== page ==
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Serenity-M
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(Original post by sujana)
So, this question has been bugging me for so long. I am currently doing my a-levels and oh boy. Am i failing all my tests?
It feels so horrible because before tests, I actually do some revision. In class when we do practise exam questions, I get them all right. But whenever I do tests, whether it's out of 10 or 50 marks, I fail.
Does this mean I am struggling? I understand every bits of a topic, but in tests, my brain just.....sort of.....stops working.
My teachers said that it's okay. No one actually gets good grades at the beginning of year 12 because of the jump between GCSE and A-level but I have seen my classmates getting 100% where I am getting D's and C's
Am I dumb? Or is it normal at the start of Year 12? Will I improve? Or am I just not good enough?
I'm in the same situation but I think I may just genuinely be a bit stupid. :rofl: I always mess up signs and simple addition. And reading the question... that is just way to difficult for my brain to handle. :facepalm:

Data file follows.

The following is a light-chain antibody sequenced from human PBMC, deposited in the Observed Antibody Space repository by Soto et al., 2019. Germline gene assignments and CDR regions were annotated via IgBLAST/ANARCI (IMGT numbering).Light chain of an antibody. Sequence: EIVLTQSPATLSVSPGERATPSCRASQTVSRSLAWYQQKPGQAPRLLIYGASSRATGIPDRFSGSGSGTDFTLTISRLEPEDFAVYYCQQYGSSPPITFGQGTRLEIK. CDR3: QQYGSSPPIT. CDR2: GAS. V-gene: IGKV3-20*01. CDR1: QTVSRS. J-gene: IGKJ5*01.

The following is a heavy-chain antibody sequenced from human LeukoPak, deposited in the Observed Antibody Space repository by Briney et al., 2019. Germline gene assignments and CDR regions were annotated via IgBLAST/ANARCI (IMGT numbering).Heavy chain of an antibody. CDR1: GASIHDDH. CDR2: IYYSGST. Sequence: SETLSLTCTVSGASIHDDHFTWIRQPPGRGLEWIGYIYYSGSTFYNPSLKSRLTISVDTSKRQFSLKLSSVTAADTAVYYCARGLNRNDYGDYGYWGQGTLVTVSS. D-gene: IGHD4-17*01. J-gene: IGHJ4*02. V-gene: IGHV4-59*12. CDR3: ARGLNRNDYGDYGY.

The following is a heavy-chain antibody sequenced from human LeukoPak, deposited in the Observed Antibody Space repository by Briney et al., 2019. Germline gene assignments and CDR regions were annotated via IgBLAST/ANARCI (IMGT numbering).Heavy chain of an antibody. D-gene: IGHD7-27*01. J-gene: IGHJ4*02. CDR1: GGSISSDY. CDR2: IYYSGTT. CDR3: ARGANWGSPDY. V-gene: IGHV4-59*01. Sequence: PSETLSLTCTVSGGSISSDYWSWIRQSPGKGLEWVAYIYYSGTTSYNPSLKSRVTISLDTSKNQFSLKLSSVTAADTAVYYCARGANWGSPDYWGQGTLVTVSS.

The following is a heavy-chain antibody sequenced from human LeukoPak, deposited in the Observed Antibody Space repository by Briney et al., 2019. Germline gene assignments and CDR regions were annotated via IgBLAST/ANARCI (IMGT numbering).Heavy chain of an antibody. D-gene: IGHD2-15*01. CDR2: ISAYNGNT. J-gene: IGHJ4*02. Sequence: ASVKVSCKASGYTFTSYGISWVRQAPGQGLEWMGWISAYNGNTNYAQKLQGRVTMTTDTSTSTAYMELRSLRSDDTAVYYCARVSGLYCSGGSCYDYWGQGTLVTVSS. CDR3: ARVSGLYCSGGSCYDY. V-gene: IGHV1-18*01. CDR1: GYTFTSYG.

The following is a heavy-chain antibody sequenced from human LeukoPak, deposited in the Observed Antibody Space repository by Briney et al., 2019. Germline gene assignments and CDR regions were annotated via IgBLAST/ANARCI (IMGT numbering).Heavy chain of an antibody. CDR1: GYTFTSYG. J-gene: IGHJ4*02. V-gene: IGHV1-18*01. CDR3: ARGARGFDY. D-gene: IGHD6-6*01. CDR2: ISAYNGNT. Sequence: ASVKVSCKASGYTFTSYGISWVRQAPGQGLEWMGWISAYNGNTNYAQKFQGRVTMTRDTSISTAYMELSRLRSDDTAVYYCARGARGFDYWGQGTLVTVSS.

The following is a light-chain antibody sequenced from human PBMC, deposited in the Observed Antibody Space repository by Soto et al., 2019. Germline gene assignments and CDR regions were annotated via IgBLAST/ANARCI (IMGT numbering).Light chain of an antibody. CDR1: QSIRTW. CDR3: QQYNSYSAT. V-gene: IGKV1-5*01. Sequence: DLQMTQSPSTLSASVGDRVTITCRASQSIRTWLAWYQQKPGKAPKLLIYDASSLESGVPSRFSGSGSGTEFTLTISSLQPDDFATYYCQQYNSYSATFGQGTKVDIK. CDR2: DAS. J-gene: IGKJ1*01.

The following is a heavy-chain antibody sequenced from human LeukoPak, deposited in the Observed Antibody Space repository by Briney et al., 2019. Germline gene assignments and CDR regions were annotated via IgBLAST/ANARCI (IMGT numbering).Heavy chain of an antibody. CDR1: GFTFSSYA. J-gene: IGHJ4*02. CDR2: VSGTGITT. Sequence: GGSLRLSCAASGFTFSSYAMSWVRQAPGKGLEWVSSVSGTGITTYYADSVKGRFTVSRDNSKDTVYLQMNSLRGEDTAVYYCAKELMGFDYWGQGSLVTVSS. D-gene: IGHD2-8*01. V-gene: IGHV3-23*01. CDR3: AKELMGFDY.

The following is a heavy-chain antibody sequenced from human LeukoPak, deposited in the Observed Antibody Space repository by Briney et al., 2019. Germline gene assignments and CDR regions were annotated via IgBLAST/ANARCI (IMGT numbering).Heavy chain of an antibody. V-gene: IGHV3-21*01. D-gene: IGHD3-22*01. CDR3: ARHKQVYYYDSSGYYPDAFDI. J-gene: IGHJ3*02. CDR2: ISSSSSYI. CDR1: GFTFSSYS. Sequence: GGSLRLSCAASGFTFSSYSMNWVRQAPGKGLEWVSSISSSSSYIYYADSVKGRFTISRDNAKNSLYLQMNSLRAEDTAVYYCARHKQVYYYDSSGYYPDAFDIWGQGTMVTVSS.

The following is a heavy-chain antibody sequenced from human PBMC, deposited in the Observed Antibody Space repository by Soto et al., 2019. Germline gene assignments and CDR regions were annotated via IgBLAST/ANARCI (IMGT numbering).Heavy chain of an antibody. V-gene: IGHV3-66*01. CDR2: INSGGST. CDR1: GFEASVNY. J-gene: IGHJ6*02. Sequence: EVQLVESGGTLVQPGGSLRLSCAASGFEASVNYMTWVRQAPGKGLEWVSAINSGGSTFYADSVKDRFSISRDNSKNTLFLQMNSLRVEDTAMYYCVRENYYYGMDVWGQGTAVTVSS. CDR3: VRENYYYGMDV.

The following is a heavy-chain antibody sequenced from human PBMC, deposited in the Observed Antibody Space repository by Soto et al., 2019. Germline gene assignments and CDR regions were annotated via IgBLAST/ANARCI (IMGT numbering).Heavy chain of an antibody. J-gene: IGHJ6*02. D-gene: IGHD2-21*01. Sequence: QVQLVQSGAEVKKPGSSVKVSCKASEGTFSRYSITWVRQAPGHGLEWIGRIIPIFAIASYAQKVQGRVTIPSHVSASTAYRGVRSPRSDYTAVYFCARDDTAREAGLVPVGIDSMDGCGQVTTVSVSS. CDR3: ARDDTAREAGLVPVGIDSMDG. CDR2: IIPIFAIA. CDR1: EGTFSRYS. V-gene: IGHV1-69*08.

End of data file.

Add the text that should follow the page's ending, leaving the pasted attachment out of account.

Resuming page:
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_gcx
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Going to give you a blunt answer.

No, but good performance would usually indicate a reasonable amount of intelligence. Those who are simply good at memorisation will be filtered out at every step up (GCSE to A-level, A-level to undergraduate etc.), as they will most likely encounter a barrier. Of course there are some people whose results don't reflect their ability, so it's unfair to judge their intelligence purely off their grades. But it is definitely unreasonable to jump to say that there is no connection at all. Looking at how much effort they put in and so in would give a more accurate insight.

It is completely possible for someone not to have sufficient ability to pass a particular A-level. There are people who can legitimately put in their best effort and come out with an E or U, and it is unhelpful for people not to acknowledge this. Not saying this is your case, but I'm not going to delude you that anything is possible since it's far better to be realistic about your options and take a path that you'll be happy with. But, I'd argue it's far too early to tell. Many people struggle early on in year 12 and then pick up later on. Give it a good go, and if you're still in this position later on in the year, meet with your teachers to reflect on why and whether you should continue that A-level.